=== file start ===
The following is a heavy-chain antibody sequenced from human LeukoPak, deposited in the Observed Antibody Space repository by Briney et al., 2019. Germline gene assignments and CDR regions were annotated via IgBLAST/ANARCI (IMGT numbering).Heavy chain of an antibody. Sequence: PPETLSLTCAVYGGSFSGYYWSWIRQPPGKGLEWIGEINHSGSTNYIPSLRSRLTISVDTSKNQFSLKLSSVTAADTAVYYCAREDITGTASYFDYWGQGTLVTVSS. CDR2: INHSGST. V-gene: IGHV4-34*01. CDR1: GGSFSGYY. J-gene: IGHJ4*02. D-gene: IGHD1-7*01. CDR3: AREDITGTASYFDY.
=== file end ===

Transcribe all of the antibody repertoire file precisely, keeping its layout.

The following is a heavy-chain antibody sequenced from human LeukoPak, deposited in the Observed Antibody Space repository by Briney et al., 2019. Germline gene assignments and CDR regions were annotated via IgBLAST/ANARCI (IMGT numbering).Heavy chain of an antibody. Sequence: PPETLSLTCAVYGGSFSGYYWSWIRQPPGKGLEWIGEINHSGSTNYIPSLRSRLTISVDTSKNQFSLKLSSVTAADTAVYYCAREDITGTASYFDYWGQGTLVTVSS. CDR2: INHSGST. V-gene: IGHV4-34*01. CDR1: GGSFSGYY. J-gene: IGHJ4*02. D-gene: IGHD1-7*01. CDR3: AREDITGTASYFDY.